Given most of our strategies at CT require a relatively small capital endowment, it is important that we continually try to find the best uses of surplus funds. Spare cash ranges anywhere from 50% to 90% of AUM at any given time, depending on risk appetite and quantity and quality of ideas within the strategy portfolio.
Clearly small deltas in return on this large portion of assets can have a sizeable impact on the full year P&L delivered to investors. A low risk trade that can generate 50-100bps, and be churned once every couple of months, could add as much as 5% per year on the full balance.
One new avenue we have begun pursuing is a nuanced version of Factoring (invoice financing).
In a traditional factoring arrangement, the lender will bear the credit risk not of the borrower, but of the the borrower’s debtor.
There is a subtle beauty in this type of contract – the company that is most in need of cash today, will be willing to pay a higher rate of interest to secure financing. Normally, this feeds through to a higher likelihood of default and therefore zero abnormal (risk adjusted) returns to be earned by the investor. But under factoring, we can use an outstanding invoice as collateral for our loan to the struggling firm – an invoice that is (perhaps) due to be paid, in time, by a very credit worthy company.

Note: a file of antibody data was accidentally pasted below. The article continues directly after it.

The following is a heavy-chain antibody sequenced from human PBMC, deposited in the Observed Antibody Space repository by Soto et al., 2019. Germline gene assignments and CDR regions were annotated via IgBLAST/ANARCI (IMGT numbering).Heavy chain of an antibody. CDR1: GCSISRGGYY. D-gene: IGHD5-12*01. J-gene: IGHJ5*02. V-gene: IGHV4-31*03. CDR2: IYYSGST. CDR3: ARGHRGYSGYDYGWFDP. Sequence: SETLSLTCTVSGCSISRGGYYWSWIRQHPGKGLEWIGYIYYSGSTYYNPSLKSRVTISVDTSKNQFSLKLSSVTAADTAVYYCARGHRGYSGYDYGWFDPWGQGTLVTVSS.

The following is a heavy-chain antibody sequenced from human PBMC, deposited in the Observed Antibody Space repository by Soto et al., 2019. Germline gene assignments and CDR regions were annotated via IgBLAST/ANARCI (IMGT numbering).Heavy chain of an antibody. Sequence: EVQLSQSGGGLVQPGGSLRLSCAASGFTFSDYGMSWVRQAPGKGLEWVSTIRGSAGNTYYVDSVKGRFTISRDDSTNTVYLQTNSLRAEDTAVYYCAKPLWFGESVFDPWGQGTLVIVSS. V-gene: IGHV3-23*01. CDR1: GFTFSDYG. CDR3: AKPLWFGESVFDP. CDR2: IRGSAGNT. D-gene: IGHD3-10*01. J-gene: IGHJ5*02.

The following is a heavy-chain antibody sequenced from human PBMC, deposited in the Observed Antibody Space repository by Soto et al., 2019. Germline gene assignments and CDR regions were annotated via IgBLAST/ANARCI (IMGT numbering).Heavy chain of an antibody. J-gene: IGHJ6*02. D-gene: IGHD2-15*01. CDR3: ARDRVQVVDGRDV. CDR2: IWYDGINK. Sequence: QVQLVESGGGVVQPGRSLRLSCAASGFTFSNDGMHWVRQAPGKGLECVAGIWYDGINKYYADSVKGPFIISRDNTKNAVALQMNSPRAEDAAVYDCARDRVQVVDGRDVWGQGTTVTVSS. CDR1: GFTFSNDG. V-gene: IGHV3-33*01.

So we ‘novate’ the credit risk AWAY from the risky seller-of-goods-yet-to-be-paid-for TO the potentially high quality buyer-of-goods-yet-to-be-paid-for.
Even though the borrower has a high quality asset (an invoice to a high quality borrower), he may be willing to take a substantial discount (i.e. ~1%) to the invoice in order to get receive cash immediately. Clearly the extent of the discount is dependent not only on the creditworthiness of the invoice, but also on the desperation / time sensitivity of the borrower. It is the addition of the second point that can enable the investor to earn abnormal returns. You are being paid for being flexible and nimble with your capital.
The final, and nuanced, step – that we believe ensures that traditional factoring can be turned into a robust strategy (that can deliver a small but noticeable alpha to the portfolio) – is to insure the invoice against default from the invoicee.
This is the only ‘conventional’ outcome that can cause a loss of capital to the lender. It the possibility of this outcome that causes a normal market return to be available to anyone willing to bear credit risk.
We have no interest in this traditional source of return, so hedging it seems natural.
We are then accessing purely the ‘second’ source of return I mentioned above – and one that we believe can generate excess return in the long-run.